Frankie Dewar  20:28  
I was gonna say there's definitely some very dodgy roads. How was it taking your dog with you?

Leila  20:34  
It was just the best. Yeah, it was hard work. And I did have to think a lot about him. And so I try and go a route where there was lots of water because it was quite hot. So every time we I saw some water, I'd let him out for swimming to cool down. And it was generally absolutely brilliant. He got a lot of firsts. So I'd be like in a shop, getting supplies, and then I'd come out. And he like a tourist attraction. So I'd come out and they'd be like, you know, 10 or 15 women all around the trailer trying to pet the dog. And he would just be sitting there. By the end of the trip, I'd come out the shop. And he just been looking up at me like, please help me. He had so much for us. He just he just didn't need any I've never known a dog just not need any more first. But he Yeah, it was just like, I don't need any more of it. enough fuss to last a life time.

Unknown Speaker  21:34  
Yeah.

Frankie Dewar  21:35  
Did he stay in the trailer most the time?

Leila  21:38  
Yeah, because because he's a cocker spaniel. He doesn't know how to, he doesn't know when he's tired. So originally, I thought I would cycle I wanted to do as much off road as possible. So he could run down the canal and through the parks and have a real good doggy adventure. But I'd be cycling and he'd be running around. And then when it when it was break time, he wouldn't know it was break time and he would still continue to run around and be crazy. And I put him on your leads and attaching to the trailer. So he couldn't run. But then it just like sit there barking because he wanted to be let off. Because he went into go swimming or something. So in the end, I thought he can't run all the way to Rome, he's gonna be absolutely knackered. So while I was cycling, I put him in the trailer. And then while it was break time, or any time I saw some water or something, we'd have a break and he got out. And so we continued like that all the way. So he did spend a lot of time in the trial. I'd stop at least every 45 minutes an hour. I just saw him run around. Have some doggie adventures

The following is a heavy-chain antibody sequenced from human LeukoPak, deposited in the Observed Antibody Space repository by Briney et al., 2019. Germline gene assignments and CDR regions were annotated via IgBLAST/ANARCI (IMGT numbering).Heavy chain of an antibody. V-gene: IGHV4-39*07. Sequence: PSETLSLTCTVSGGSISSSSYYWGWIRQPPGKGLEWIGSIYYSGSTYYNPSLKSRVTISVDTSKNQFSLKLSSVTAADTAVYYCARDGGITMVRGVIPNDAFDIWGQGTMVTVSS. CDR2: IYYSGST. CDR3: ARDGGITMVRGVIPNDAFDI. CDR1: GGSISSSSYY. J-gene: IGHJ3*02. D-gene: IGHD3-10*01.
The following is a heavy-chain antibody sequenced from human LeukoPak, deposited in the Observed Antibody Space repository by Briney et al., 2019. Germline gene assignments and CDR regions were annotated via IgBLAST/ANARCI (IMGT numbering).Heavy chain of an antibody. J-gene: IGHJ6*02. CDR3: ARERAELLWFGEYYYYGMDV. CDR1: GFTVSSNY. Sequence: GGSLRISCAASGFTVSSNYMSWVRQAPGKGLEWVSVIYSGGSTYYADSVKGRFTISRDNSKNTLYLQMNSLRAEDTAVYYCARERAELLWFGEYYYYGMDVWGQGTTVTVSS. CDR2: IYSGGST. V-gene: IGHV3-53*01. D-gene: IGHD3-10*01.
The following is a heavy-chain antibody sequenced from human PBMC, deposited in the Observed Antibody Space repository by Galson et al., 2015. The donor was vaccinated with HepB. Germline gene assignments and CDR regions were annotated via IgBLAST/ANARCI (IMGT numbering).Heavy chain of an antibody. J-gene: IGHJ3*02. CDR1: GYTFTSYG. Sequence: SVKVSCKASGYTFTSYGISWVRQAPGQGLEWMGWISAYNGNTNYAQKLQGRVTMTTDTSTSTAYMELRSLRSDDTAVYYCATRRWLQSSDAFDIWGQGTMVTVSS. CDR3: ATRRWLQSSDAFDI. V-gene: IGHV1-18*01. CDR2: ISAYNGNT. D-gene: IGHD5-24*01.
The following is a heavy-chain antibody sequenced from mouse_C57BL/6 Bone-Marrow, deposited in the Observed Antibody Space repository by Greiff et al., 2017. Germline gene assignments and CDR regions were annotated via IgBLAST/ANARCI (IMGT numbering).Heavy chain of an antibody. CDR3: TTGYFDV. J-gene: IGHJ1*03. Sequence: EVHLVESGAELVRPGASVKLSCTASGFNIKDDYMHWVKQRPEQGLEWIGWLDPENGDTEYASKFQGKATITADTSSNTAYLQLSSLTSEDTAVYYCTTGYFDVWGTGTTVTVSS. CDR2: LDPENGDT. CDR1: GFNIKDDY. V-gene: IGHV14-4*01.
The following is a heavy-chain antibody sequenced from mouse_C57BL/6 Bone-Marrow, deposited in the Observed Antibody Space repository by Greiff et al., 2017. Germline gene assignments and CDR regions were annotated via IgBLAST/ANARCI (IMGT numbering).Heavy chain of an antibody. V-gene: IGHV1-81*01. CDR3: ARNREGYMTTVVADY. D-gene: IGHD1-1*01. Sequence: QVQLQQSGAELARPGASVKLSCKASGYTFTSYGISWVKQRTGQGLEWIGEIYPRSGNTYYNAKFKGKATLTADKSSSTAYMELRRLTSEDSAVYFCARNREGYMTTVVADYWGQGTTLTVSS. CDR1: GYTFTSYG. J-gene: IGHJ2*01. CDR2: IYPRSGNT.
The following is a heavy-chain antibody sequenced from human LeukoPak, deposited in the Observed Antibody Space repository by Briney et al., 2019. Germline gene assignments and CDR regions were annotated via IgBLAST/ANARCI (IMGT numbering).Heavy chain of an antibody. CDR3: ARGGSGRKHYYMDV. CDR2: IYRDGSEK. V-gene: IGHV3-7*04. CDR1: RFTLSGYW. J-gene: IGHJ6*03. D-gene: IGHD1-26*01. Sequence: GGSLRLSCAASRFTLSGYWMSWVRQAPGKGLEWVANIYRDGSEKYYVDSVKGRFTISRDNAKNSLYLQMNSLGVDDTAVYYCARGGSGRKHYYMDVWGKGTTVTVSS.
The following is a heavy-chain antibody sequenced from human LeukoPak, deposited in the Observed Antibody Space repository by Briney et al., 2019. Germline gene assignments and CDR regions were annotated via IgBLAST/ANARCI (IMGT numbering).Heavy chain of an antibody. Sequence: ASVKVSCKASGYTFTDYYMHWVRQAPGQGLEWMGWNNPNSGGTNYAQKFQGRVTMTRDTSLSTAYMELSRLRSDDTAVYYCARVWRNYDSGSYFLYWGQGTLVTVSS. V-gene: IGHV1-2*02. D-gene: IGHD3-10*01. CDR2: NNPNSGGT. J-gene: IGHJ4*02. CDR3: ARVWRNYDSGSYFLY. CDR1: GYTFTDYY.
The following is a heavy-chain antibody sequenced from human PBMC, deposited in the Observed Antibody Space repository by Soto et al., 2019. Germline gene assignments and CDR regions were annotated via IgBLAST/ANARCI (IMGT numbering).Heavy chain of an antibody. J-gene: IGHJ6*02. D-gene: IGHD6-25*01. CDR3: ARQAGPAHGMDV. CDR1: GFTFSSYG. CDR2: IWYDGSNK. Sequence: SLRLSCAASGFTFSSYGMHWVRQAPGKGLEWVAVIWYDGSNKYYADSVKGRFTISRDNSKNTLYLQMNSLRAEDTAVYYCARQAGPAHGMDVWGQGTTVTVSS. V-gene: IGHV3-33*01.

Frankie Dewar  22:48  
sounds like great life. Was it a lot of extra weight to carry him in a trailer? Yeah,

Leila  22:56  
so he weighs 16 kilograms, and his trailers 16 kilograms. And then you've got like his bed in his water. And he has dry dog food at home. And when I was on the trip, I initially tried to get to put him onto tin dog food. So I'd buy two tunes one for morning, one for night. But then that didn't agree with him and his pool hair was going all greasy, and he was lethargic. So I put him back onto the working dog dry dog food. But you can't buy small bags of that. So I sometimes end up carrying another six kilograms of dog food for him. So yeah, it was a lot of weight. But it was so good. Like taking taking him. I wouldn't have traded off the weight and not took him it was worth taking all of that. Yeah. How long did it take you to get to Rome? 89 days? Yeah, I wasn't going fast at all. But yeah, when it's I didn't want to go too fast either. And just wanting to take the time and have fun, not not make it about just getting their destination, but make it about the journey to get there.

Frankie Dewar  24:10  
And if anyone had never cycled before, I wanted to do a similar tour. Yeah. Is there any like advice you'd give them about? Starting? Or?

Leila  24:19  
I would say basically just go for it. Yeah, just don't worry about what everyone else is going to say. Because as long as you can pedal for one day, even if it's only five miles, you will eventually get to wherever you want to go. People were telling me that I needed to take like, you know, extra wheels and extra tires and all this extra stuff, like extra tents in case my poles break and I like ridiculous really. But I just made sure I had good quality kids so that hopefully would last and wouldn't break because I think if you keep fails and you're in the middle of a country, you're going to be screwed for a few days so you can get replacement But other than that, I say, just go. And don't really worry about everything that might happen. Because everything that you worry about is not going to happen. And there will be challenges. But there are things that you will never even have ever thought could happen. But then there's always a lot of people to help you like the people that helped me. It's just always when you need the help, it's always there. So when I was in Italy, I hadn't seen any cyclists for like two weeks. Something happened on my bike, I think the gears I think the gears broke. And I was due to go over the see some mountain range. And I thought, well, I can't get over there telling the dog we know gears. I thought I need to fix this. And then lo and behold, I found this retired this retired couple recycling this day. And I hadn't seen anyone for two weeks on a bike. He just helped me he basically fixed my bike there. And then this old man, and yeah, it was just fabulous that that just happened right there on that day. And things like that happen all the time. So I can't even fix my bike. Like, I don't know, I can fix a puncher. But I can't fix anything else. But there's always people and especially warm showers that can help you and tell you what they're doing. So you can learn on the way. Yeah,

Frankie Dewar  26:19  
I'd agree completely. Yeah, definitely. And can you tell me a little bit about your caravan in the woods? How long have you lived here for how to live? 

Leila  26:29